agriculture, and the extent to which the information is reflected in future decisions and policy
initiatives, made or enacted by Minnesota state and local governments.
The GEIS consists of three phases during the period summer 1998 through summer 2001: scoping
the study; studying and analyzing the 12 scoped topics; and drafting and finalizing the GEIS. The
EQB has established a 24-member Advisory Committee to provide advise to EQB during all phases
of the GEIS. The scoping phase of the GEIS was completed in December of 1998.
This literature summary is the first step in the second phase aimed at study and analysis of the 12 key
topics. This summary is intended to inform the Environmental Quality Board (EQB) members, EQB
staff, and the Advisory Committee on the “Feedlot GEIS” scoping questions and research needed for
adequate completion of the GEIS. The EQB would like to acknowledge the time and effort of the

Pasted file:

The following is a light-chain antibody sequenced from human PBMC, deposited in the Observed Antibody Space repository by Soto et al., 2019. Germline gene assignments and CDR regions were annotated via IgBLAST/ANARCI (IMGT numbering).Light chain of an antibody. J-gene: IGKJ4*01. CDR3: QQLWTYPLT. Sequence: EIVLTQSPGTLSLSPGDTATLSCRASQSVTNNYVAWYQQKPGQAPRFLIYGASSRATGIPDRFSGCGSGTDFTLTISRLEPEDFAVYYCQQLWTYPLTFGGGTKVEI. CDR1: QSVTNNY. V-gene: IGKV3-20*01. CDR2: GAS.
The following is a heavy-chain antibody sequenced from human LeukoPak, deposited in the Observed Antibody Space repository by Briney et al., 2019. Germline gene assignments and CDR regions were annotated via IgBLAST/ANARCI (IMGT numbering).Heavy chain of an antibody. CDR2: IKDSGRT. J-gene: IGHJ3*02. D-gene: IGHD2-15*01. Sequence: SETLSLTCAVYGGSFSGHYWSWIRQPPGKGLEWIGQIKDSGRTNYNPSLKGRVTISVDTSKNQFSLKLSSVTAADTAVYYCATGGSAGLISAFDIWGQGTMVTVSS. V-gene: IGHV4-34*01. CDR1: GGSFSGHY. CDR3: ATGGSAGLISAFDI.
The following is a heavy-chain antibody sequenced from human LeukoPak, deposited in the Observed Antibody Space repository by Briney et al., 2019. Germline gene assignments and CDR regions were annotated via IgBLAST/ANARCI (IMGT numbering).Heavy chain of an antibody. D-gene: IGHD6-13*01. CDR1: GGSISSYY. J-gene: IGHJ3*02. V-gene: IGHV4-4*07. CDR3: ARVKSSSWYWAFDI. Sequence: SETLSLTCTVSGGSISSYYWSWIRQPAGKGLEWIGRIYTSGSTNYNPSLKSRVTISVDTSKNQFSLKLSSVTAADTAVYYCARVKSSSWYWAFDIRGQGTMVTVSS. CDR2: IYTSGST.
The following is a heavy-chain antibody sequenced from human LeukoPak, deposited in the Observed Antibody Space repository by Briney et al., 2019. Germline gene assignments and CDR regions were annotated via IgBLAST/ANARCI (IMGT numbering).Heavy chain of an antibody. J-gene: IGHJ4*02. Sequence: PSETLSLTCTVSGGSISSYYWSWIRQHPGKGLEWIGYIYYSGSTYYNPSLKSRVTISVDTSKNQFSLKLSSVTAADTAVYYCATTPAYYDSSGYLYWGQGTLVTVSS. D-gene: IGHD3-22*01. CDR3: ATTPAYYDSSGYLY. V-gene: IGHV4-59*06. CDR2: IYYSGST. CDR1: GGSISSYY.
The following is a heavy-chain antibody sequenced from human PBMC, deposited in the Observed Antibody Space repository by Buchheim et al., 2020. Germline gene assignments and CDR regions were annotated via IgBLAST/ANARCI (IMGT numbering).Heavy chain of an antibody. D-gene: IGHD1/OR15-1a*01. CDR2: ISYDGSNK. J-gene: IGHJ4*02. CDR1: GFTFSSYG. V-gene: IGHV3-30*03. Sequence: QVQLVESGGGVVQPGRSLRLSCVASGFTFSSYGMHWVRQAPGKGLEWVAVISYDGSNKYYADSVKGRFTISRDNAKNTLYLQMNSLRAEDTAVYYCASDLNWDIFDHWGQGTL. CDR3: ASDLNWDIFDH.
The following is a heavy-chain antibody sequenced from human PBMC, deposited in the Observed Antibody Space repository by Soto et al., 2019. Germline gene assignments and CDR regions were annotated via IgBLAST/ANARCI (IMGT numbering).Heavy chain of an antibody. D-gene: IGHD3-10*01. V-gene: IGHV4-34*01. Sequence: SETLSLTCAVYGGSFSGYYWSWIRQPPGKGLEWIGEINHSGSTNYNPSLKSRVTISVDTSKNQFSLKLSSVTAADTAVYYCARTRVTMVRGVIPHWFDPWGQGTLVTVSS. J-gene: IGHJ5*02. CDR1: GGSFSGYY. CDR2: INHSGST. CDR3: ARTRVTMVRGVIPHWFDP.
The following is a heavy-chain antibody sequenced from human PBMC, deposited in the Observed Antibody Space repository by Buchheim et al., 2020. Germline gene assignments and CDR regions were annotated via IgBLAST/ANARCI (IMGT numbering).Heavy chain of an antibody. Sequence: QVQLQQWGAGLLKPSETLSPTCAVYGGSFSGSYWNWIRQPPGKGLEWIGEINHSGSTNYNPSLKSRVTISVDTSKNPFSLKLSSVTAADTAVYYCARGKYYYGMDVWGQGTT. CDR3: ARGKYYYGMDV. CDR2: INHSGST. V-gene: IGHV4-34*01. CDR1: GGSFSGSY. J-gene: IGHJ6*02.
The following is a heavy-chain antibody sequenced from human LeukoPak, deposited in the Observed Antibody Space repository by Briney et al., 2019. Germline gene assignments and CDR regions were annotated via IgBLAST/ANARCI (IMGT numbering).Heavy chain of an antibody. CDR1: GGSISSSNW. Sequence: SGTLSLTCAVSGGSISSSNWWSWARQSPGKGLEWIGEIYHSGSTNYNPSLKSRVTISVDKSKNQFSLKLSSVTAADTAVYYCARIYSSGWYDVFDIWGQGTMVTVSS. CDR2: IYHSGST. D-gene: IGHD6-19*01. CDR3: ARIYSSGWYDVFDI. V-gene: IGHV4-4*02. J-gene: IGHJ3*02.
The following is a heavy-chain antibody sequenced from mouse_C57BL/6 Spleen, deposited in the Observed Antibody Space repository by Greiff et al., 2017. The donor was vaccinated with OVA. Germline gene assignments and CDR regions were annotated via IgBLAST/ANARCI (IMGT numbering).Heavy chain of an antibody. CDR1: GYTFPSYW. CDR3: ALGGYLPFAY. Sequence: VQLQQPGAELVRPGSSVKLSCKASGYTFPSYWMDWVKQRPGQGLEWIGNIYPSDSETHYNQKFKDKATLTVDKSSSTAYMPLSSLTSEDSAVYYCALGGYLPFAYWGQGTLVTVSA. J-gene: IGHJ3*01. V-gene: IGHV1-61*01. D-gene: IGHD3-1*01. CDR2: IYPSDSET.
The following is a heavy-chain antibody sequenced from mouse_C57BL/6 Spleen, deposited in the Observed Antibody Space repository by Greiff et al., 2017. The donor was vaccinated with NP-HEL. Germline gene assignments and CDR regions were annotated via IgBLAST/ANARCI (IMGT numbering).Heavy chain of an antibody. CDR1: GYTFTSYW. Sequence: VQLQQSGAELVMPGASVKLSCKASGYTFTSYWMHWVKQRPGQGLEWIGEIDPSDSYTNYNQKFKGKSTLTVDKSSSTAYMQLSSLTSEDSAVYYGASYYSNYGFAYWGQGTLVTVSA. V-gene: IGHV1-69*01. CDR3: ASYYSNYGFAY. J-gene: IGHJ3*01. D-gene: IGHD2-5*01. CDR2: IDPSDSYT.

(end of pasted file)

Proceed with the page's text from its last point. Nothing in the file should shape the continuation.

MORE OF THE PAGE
Advisory Committee members who provided invaluable input in the development of this “tool” for
use throughout the GEIS process.
The literature summary is formatted to address the 12 topics of concern and 56 study questions
outlined in the Feedlot GEIS Scoping Document (www.mnnlan.state.mn.us). Any conclusions or
inferences contained in this report are those of the authors and do not necessarily reflect the positions
of the EQB or the Feedlot GEIS Advisory Committee.
The EQB would like to make this literature summary available to others interested in the effects of
animal agriculture. Copies of this literature summary will be available for use in the Minnesota
Plannin&QB Library: 300 Centennial Building, 658 Cedar Street, St. Paul. The Library will also
house copies of the key literature review articles and the searchable database compiled as part of 658 Cedar St.
this literature review. A limited number of copies of this literature summary will be St.Paul, MN 55155
printed for distribution at cost. Telephone:
For further information on the GEIS or this literature summary please contact the EQB at
100% post-consumer .
‘ssioner, Minnesota Department of Agriculture and recycled content